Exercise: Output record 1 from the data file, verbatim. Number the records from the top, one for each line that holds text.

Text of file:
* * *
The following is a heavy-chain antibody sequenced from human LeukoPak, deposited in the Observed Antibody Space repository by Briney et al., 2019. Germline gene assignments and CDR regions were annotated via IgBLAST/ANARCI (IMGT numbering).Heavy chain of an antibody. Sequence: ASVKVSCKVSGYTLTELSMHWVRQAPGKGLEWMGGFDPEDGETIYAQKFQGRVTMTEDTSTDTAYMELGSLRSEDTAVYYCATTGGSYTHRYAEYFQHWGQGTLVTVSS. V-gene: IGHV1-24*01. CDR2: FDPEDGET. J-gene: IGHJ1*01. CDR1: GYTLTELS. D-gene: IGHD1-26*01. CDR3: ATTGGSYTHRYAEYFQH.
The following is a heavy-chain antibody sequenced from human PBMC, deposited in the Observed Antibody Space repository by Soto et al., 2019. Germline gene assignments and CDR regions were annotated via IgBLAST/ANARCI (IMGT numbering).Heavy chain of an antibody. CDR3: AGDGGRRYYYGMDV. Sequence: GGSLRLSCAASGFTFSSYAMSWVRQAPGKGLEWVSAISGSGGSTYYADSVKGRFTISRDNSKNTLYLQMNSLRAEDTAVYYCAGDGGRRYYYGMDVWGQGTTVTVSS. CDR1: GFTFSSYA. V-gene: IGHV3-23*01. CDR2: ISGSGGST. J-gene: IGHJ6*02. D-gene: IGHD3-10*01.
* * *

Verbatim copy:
The following is a heavy-chain antibody sequenced from human LeukoPak, deposited in the Observed Antibody Space repository by Briney et al., 2019. Germline gene assignments and CDR regions were annotated via IgBLAST/ANARCI (IMGT numbering).Heavy chain of an antibody. Sequence: ASVKVSCKVSGYTLTELSMHWVRQAPGKGLEWMGGFDPEDGETIYAQKFQGRVTMTEDTSTDTAYMELGSLRSEDTAVYYCATTGGSYTHRYAEYFQHWGQGTLVTVSS. V-gene: IGHV1-24*01. CDR2: FDPEDGET. J-gene: IGHJ1*01. CDR1: GYTLTELS. D-gene: IGHD1-26*01. CDR3: ATTGGSYTHRYAEYFQH.